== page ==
AURKA is the most extensively studied of the Aurora kinase family members. It is coded by a gene, Aurora A, located on chromosome 20q13, initially called Breast Tumor Activated Kinase (BTAK) as it was found to be overexpressed in transformed human breast cancer cell lines [15]. AURKA was found to be upregulated in colorectal malignancies as well as many other malignancies, including ovarian, prostate, neuroblastoma and cervical cancer cell lines [1,16]. It has been found that TPX2 and IQGAP1 proteins result in increased AURKA stability and their overexpression has been shown to promote oncogenesis [17-19]. Conversely, decreasing expression of CHFR, which results in degradation of AURKA, has also been implicated in oncogenesis [20]. Overexpression of AURKA causes deregulation of centrosome duplication, distribution, chromosome segregation and cytokinesis resulting in aneuploidy [1,21]. Upregulated AURKA was also shown to phosphorylate p53 at serine315, causing its degradation via Mdm2 dependent ubiquitination [22]. Thus, there is a direct link between AURKA and dysregulation of p53. Collectively, AURKA induced alterations are capable of down-regulating cell cycle check-point pathways and promoting oncogenic transformation.

    AURKA has also been proposed to interact with multiple other pathways of importance in GI malignancies. AURKA has been linked to control of STAT3 activity, with overexpression of AURKA enhancing STAT3 phosphorylation and nuclear translocation [23]. Conversely, inhibition of AURKA via siRNA as well as specific inhibitors results in decreased phosphorylation and transcription of STAT3, mediated through JAK2. Potentially as a consequence of STAT inhibition, the antiapoptotic targets, BCL-2 and MCL1, are also downregulated via AURKA inhibition in multiple tumor types, including gastrointestinal cancers [23,24]. Several other mechanisms through which increased expression of AURKA could promote cancer progression were described, increased NFκB transcription factor activity [25], increased activity of Akt pathway in a p53-dependent manner [26], increased oncogenic Ras signaling [27], increased expression of c-Myc [28] and N-Myc [29] (Table 1).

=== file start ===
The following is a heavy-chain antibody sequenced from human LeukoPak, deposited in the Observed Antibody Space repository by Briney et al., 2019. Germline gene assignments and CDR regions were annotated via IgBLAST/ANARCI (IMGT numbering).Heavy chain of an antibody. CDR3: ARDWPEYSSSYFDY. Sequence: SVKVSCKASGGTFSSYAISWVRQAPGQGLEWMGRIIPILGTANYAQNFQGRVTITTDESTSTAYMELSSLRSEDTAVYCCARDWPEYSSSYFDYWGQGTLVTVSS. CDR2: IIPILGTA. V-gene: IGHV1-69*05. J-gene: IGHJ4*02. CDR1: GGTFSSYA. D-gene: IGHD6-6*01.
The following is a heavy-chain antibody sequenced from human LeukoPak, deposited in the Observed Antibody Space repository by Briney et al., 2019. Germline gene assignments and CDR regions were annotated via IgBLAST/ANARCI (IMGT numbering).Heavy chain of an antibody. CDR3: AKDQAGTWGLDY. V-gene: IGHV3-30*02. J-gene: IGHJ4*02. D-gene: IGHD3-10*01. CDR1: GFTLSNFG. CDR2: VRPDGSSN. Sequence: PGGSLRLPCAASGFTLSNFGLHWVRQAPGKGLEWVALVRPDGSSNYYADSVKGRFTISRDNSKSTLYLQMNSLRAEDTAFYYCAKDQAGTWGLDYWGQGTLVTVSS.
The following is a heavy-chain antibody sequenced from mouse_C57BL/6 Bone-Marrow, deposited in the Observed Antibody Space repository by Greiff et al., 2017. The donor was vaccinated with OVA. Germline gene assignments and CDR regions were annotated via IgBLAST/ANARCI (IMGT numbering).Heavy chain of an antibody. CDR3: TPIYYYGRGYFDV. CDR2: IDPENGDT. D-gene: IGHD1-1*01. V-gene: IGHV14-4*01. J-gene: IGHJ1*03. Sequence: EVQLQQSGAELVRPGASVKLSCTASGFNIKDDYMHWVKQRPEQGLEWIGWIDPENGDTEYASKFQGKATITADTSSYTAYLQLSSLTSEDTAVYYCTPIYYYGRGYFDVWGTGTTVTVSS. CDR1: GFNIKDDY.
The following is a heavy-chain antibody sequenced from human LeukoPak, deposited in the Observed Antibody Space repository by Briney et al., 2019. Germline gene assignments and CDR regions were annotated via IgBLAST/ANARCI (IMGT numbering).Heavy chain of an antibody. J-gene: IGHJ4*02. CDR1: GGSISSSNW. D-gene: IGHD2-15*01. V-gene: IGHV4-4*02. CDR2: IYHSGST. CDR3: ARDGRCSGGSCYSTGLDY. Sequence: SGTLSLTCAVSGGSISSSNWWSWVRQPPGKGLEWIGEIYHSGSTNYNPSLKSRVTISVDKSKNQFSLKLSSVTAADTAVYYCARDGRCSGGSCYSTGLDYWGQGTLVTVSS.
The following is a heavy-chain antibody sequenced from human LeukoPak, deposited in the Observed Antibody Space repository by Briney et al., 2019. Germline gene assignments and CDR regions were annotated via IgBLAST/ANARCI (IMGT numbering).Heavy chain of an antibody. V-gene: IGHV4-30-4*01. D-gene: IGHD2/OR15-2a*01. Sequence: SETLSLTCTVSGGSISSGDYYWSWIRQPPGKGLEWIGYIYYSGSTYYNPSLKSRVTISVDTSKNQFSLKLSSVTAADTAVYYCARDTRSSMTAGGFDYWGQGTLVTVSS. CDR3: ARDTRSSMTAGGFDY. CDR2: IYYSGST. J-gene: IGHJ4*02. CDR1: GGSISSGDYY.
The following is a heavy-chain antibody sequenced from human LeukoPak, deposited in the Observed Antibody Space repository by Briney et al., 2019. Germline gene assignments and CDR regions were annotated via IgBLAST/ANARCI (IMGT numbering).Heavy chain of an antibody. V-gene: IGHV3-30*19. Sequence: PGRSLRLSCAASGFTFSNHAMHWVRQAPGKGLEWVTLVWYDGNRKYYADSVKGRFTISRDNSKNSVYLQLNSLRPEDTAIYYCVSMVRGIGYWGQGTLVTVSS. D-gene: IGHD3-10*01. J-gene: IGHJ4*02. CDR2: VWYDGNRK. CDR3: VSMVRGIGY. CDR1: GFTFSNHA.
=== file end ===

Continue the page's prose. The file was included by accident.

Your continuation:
Table 1: Summary of key molecules interacting with AURKA

    Figure 1: AurkA and the mitotic spindle

    AURKA has been implicated in inducing resistance of cancer cells to standard treatments [26,30,31]. In various models, Aurora kinase inhibitors have been shown to have increased activity in combination with chemotherapy [32-34], underscoring the potential of aurora kinase inhibition to overcome chemo-resistance in cancer cells. One of the proposed mechanisms has been that AURKA leads to cancer progression and metastasis through induction of epithelial to mesenchymal transition (EMT) and increased cancer cell population with stem celllike characteristics [35,36]. EMT and the acquisition of stem cell-like properties have been linked to resistance to standard treatment regimens [37]. In a colorectal cancer model, knockdown of AURKA resulted in growth inhibition of colorectal cancer stem cells, with decreased tumorigenic potential as demonstrated by decreased ability to engraft and form viable tumors in immunocompromised mice. AURKA knockdown has also resulted in decreased metastatic potential of the cancer cells [38]. These studies highlight the oncogenic role of AURKA in malignant transformation, tumor progression and resistance to current therapies.

    Prognostic Significance

    Prognostic significance of AURKA expression has been studied in gastrointestinal cancers. In colorectal carcinoma (CRC), studies evaluating the prognostic significance of AURKA expression have shown conflicting results, though most demonstrate that increased expression of AURKA correlates with worse clinical outcomes. Several studies showed a strong association between accumulation of gains in 20q13, the site of AURKA among other putative oncogenes, and adenoma-to-carcinoma progression in colorectal cancer [39-42]. These data highlight the potential mechanistic role for AURKA as one of the driving forces of carcinogenesis. Gains of 20q13.2 (by fluorescence in situ hybridization), where in one series were identified in 53% of sporadic CRC patients, correlate with faster tumor progression and worse patient survival, independent of tumor size and lymph node involvement [43]. In this data set, 20q13 gain was inversely correlated with tumor grade and associated with left-sided colon cancers.